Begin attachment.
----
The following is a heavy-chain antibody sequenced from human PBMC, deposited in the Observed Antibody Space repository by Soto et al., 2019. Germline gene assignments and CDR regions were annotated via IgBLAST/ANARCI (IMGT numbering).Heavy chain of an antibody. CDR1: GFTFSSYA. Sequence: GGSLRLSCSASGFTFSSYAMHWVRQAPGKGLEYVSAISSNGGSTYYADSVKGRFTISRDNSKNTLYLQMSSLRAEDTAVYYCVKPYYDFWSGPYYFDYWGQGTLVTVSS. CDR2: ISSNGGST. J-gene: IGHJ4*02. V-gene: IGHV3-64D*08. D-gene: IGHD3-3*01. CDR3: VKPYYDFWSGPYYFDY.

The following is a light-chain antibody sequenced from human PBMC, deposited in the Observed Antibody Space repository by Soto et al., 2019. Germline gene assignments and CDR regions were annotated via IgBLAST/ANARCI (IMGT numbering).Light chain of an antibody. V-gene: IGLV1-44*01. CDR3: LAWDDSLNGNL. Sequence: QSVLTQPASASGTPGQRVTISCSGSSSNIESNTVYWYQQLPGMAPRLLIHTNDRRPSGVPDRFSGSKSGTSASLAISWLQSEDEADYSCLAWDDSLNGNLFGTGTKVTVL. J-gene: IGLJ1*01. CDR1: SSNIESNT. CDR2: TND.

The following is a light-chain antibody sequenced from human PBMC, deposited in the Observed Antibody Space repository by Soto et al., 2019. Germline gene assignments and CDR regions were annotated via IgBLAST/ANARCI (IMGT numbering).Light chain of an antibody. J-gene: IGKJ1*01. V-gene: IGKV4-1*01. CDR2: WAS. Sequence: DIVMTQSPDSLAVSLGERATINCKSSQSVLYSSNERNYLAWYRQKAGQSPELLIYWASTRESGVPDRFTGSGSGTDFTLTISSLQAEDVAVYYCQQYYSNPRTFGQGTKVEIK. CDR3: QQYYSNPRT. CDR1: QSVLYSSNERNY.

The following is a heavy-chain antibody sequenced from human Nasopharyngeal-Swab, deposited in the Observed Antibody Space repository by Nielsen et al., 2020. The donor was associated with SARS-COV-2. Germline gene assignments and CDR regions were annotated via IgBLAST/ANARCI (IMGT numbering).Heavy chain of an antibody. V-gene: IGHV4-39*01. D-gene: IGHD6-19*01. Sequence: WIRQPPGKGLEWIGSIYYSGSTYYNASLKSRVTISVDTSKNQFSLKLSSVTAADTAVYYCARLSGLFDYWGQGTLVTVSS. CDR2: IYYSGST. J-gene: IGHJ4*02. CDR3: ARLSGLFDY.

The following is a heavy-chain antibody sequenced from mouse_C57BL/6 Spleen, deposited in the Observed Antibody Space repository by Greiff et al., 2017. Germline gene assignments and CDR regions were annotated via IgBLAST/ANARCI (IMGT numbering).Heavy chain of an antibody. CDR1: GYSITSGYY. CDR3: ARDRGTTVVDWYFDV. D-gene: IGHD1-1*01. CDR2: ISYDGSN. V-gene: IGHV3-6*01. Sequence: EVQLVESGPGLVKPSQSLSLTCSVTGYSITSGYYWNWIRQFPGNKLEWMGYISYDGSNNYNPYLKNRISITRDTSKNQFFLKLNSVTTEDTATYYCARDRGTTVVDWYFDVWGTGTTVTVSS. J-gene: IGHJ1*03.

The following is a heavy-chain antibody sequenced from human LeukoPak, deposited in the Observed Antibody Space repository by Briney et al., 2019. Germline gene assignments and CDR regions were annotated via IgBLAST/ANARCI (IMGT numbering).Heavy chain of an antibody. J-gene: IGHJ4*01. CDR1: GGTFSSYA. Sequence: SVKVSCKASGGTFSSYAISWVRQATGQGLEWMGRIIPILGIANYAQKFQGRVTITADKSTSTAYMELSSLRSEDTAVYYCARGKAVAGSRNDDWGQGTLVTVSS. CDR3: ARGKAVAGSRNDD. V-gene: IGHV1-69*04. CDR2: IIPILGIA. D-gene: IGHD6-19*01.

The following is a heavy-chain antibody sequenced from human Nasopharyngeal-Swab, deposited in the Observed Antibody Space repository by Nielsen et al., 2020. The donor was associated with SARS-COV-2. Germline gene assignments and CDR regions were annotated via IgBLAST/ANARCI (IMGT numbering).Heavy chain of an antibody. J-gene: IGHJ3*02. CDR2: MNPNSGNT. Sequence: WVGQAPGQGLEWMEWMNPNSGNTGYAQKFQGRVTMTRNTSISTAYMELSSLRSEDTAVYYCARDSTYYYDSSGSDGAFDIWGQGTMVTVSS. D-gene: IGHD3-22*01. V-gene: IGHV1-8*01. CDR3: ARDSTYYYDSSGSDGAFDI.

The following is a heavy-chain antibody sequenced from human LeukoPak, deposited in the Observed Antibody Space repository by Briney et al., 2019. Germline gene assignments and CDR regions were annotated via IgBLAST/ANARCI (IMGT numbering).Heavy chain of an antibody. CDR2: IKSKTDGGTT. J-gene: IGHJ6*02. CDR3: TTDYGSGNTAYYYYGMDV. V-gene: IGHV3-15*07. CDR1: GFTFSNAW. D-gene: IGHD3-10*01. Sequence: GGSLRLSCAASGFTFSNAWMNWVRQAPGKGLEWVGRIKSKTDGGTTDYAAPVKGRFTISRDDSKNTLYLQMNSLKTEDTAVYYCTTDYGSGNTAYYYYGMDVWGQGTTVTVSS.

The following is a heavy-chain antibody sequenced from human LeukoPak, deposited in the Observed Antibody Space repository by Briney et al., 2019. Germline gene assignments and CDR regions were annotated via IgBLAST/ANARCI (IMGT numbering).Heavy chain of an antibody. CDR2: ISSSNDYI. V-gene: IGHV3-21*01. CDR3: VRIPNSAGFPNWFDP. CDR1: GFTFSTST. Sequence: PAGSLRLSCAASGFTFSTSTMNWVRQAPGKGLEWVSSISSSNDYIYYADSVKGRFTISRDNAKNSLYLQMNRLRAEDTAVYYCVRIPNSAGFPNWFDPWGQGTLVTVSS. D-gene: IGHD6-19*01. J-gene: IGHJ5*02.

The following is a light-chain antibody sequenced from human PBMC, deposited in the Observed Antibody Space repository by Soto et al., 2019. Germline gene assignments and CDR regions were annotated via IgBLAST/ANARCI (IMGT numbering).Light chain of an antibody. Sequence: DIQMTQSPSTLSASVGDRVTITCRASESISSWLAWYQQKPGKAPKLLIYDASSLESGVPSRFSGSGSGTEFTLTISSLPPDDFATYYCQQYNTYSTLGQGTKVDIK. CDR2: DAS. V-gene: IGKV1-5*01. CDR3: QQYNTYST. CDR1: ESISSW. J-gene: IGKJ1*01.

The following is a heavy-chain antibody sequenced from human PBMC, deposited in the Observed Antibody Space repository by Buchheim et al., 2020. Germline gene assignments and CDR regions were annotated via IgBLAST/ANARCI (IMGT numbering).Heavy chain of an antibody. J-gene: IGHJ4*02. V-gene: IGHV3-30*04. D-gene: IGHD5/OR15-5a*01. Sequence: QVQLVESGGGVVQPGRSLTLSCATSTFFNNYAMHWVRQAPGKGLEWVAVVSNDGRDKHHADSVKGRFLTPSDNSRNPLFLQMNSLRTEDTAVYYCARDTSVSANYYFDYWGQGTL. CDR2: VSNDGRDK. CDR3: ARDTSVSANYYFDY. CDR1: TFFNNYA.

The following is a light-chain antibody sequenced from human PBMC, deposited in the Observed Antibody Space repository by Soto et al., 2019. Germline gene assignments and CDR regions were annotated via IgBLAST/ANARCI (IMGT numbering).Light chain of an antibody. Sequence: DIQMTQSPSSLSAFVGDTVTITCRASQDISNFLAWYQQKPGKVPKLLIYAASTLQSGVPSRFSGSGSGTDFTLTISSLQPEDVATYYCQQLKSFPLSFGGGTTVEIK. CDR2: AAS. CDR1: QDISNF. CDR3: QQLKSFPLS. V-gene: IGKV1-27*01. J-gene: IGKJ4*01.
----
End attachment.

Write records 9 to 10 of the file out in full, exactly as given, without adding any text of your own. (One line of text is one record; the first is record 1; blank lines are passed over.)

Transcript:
The following is a heavy-chain antibody sequenced from human LeukoPak, deposited in the Observed Antibody Space repository by Briney et al., 2019. Germline gene assignments and CDR regions were annotated via IgBLAST/ANARCI (IMGT numbering).Heavy chain of an antibody. CDR2: ISSSNDYI. V-gene: IGHV3-21*01. CDR3: VRIPNSAGFPNWFDP. CDR1: GFTFSTST. Sequence: PAGSLRLSCAASGFTFSTSTMNWVRQAPGKGLEWVSSISSSNDYIYYADSVKGRFTISRDNAKNSLYLQMNRLRAEDTAVYYCVRIPNSAGFPNWFDPWGQGTLVTVSS. D-gene: IGHD6-19*01. J-gene: IGHJ5*02.

The following is a light-chain antibody sequenced from human PBMC, deposited in the Observed Antibody Space repository by Soto et al., 2019. Germline gene assignments and CDR regions were annotated via IgBLAST/ANARCI (IMGT numbering).Light chain of an antibody. Sequence: DIQMTQSPSTLSASVGDRVTITCRASESISSWLAWYQQKPGKAPKLLIYDASSLESGVPSRFSGSGSGTEFTLTISSLPPDDFATYYCQQYNTYSTLGQGTKVDIK. CDR2: DAS. V-gene: IGKV1-5*01. CDR3: QQYNTYST. CDR1: ESISSW. J-gene: IGKJ1*01.